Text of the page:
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CASE REPORT
Year : 2021  |  Volume : 14  |  Issue : 4  |  Page : 455-458  

Ocular rosacea and corneal perforation: A rare case report


1 Department of Ophthalmology, JNU Medical College and Hospital, Port Blair, India
2 Department of Dermatology, Port Blair, ANIIMS, Port Blair, India

Date of Submission05-Oct-2019
Date of Decision06-Jan-2020
Date of Acceptance03-Mar-2020
Date of Web Publication10-Feb-2021

Correspondence Address:
Sujit Das
Assistant Professor, Department of Ophthalmology [MS Ophthalmology], JNU Medical College and Hospital, Jaipur - 302 017, Rajasthan
India
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Source of Support: None, Conflict of Interest: None


DOI: 10.4103/mjdrdypu.mjdrdypu_163_19

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  Abstract 


Acne rosacea is a chronic skin condition with exacerbations and remissions, which requires long-term therapy to maintain symptomatic control. Etiology of rosacea is not fully understood and more than 50% of patients with rosacea have ocular manifestations such as blepharitis, conjunctival hyperemia, and rosacea-associated keratitis. Sight-threatening disease is rare with rosacea; however, keratitis can result in corneal ulceration and eventual perforation if not treated aggressively. Here, in my case, there is acne rosacea associated with blepharitis, dryness, peripheral keratitis, and eventually landed up with corneal perforation which then managed with corneal grafting.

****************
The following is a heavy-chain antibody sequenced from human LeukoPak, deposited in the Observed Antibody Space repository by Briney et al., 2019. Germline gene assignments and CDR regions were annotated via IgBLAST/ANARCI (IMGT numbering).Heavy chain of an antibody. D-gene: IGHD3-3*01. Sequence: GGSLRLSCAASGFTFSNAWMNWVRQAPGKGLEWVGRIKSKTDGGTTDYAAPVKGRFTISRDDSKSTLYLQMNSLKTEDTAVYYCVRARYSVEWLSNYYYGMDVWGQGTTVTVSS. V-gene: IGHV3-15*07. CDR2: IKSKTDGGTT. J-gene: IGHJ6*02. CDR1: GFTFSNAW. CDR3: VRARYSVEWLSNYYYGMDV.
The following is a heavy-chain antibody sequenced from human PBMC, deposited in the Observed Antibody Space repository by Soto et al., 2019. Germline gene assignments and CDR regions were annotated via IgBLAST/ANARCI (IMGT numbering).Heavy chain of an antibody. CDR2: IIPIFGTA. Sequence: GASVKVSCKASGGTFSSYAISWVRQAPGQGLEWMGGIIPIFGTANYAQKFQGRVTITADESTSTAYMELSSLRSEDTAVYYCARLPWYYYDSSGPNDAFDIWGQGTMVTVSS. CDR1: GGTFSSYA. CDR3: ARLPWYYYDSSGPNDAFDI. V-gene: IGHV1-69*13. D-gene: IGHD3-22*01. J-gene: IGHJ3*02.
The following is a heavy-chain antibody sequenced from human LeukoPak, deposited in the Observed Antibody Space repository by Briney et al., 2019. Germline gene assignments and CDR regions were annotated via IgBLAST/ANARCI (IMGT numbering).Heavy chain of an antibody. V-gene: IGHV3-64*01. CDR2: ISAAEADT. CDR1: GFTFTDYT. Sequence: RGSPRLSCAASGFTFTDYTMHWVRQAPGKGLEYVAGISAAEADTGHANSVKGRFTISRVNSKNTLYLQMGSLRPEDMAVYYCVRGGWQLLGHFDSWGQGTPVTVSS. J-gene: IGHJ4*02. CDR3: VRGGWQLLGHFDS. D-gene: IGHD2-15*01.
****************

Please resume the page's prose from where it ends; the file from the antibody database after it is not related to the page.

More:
Keywords: Acne rosacea, keratitis, ocular rosace and corneal perforation, ocular rosacea


How to cite this article:
Das S, Pradeep B, Mandal C. Ocular rosacea and corneal perforation: A rare case report. Med J DY Patil Vidyapeeth 2021;14:455-8

How to cite this URL:
Das S, Pradeep B, Mandal C. Ocular rosacea and corneal perforation: A rare case report. Med J DY Patil Vidyapeeth [serial online] 2021 [cited 2021 Aug 4];14:455-8. Available from: https://www.mjdrdypv.org/text.asp?2021/14/4/455/308994




  Introduction Top